In the buildup to Roma's week 17 match-up against last place Orobica, I opined about the lack of immediate story lines for Betty Bavagnoli's side. With the gap behind second place AC Milan, holders of Italy's final Champions League spot, too great to close down and with a nine point cushion over fifth place Atalanta, Roma are kind of stuck in a wasteland—they probably can't catch Milan and it would take a major calamity to fall out of fourth.
It's a good problem to have in many ways, climbing that far up the table after their horrific start to the season is nothing short of amazing, but it makes for some tough storytelling. However, part of the reason Roma have put me in that editorial limbo is due to their torrid form since late October, a stretch in which the Giallorosse have won 12 of 16 matches in all competitions, the majority of which have seen Roma blow their opponents off the pitch.
For a variety of reasons, I have been very careful not to draw too many parallels between Roma's two senior sides, but the ease with which Bavagnoli's side has swept through Serie A has made that a non-issue. For much of the season, her side was the complete antithesis to Eusebio Di Francesco's. Where EDF's side suffered through multiple winless skids, looking positively uninspired, Bavagnoli's squad was well-drilled, efficient and effective, rolling over opponents in a manner Di Francesco could only dream of.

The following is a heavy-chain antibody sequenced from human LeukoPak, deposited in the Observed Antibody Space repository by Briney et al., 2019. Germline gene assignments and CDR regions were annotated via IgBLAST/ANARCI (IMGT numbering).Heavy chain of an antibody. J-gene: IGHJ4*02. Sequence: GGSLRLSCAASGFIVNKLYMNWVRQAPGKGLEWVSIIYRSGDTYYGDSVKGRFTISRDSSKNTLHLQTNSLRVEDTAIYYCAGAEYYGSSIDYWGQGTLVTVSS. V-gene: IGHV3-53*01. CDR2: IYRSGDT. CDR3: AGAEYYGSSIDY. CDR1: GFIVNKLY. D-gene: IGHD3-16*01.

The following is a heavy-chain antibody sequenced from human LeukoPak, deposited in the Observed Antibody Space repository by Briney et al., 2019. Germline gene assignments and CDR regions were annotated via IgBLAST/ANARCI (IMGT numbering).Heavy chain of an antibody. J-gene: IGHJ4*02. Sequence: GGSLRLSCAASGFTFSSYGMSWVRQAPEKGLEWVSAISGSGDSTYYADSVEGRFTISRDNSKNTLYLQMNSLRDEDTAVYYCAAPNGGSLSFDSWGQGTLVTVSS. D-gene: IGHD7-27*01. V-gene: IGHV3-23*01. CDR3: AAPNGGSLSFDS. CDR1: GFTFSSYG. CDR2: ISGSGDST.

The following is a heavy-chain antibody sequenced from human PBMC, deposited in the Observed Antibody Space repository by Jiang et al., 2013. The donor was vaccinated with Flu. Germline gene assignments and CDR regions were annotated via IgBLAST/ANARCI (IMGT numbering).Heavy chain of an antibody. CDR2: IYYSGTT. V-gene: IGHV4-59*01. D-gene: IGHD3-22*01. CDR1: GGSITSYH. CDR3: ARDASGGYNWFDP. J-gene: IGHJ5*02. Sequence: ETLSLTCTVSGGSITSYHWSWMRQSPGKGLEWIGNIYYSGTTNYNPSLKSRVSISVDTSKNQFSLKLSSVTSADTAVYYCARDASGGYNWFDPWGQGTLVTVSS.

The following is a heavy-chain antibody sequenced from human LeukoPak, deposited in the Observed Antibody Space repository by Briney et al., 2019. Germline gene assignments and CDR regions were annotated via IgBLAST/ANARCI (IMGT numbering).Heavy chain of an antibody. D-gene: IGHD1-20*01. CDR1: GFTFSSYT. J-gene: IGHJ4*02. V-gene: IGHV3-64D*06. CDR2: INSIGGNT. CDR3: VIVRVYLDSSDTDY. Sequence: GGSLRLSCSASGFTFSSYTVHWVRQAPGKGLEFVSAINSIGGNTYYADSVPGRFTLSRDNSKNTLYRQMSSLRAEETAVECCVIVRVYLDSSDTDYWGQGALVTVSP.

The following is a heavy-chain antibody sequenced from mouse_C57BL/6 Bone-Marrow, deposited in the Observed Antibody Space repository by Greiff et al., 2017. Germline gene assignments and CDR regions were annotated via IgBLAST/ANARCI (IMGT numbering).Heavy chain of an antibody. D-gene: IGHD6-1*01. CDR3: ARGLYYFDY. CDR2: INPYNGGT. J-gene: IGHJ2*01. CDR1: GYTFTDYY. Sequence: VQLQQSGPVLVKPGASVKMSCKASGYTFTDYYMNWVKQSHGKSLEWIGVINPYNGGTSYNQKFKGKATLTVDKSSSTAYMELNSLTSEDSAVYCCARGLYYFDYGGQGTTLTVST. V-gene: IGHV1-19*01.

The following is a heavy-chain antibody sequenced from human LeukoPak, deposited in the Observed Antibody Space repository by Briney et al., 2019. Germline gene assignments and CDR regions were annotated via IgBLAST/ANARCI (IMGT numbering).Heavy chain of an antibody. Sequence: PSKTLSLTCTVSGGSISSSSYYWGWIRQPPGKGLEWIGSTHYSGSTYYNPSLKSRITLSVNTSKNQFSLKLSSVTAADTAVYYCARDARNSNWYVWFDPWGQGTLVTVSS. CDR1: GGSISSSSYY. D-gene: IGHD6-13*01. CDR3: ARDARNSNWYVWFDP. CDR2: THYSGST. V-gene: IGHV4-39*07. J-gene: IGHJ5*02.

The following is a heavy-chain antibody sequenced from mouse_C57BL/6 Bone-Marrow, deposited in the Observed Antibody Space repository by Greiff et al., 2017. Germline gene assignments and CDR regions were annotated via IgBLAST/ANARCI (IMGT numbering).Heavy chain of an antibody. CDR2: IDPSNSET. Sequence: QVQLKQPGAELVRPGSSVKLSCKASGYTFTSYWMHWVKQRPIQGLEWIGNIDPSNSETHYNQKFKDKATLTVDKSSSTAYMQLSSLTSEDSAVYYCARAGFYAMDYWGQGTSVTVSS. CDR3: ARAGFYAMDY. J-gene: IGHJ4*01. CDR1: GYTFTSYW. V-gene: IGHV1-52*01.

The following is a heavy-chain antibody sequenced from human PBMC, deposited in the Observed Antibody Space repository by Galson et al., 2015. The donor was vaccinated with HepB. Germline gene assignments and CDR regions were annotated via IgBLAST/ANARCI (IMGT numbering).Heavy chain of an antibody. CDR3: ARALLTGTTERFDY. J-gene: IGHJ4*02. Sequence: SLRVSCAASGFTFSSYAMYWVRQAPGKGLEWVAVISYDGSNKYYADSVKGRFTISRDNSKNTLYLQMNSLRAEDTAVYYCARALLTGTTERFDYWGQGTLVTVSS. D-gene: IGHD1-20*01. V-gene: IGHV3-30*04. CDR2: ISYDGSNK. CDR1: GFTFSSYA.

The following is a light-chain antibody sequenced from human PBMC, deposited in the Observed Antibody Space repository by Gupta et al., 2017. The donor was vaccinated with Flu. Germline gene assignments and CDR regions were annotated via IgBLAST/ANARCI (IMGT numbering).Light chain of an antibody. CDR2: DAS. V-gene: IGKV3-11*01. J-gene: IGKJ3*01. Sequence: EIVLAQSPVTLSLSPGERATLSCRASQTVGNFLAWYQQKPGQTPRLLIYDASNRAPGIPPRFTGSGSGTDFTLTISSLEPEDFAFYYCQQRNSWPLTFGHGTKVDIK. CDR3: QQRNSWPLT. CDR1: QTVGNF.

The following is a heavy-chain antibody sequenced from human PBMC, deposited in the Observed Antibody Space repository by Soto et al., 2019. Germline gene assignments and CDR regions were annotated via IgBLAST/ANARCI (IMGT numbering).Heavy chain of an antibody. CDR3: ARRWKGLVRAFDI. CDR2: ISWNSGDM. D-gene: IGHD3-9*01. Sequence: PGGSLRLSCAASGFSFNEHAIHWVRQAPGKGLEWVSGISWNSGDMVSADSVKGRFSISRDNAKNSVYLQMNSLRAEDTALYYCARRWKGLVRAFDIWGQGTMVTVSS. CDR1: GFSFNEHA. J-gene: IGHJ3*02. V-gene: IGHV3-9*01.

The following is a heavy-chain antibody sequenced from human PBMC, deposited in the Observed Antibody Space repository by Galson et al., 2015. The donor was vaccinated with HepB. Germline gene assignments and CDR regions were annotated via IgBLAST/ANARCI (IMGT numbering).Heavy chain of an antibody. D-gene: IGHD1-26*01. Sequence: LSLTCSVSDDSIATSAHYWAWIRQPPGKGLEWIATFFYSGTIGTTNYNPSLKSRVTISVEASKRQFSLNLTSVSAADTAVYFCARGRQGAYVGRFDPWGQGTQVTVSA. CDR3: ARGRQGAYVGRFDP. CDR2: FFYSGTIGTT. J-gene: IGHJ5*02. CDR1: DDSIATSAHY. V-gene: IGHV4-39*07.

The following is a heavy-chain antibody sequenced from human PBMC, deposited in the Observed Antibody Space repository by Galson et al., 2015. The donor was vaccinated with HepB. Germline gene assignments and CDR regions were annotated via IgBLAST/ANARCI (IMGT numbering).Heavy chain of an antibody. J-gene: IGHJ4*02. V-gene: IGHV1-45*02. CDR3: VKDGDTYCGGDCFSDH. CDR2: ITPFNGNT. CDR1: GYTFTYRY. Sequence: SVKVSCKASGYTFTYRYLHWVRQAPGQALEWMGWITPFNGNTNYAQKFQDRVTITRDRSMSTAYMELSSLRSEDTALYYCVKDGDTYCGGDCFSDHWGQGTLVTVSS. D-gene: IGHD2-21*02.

But today I'm afraid to report those world's collided. Facing lowly Orobica on the road, a side they dominated 6-1 in two fixtures this season (league and cup), the Giallorosse figured to have a walkover ahead of them; bang out a couple early goals and just sit back and enjoy the show.
However, for a variety of reasons, that simply wasn't the case. Faced with multiple injuries to her midfield and some stop and start play from her strikers, Bavagnoli was forced to make a few key changes ahead of today's match.
With Claudia Ciccotti, Manuela Coloccini, and Flaminia Simonetti out with knee injuries of varying severity, Bavagnoli plugged the midfield gap alongside Giada Greggi and Vanessa Bernauer with the 25-year-old Icelander, Kristrun Antonsdottir, who was making her first start in a Roma shirt.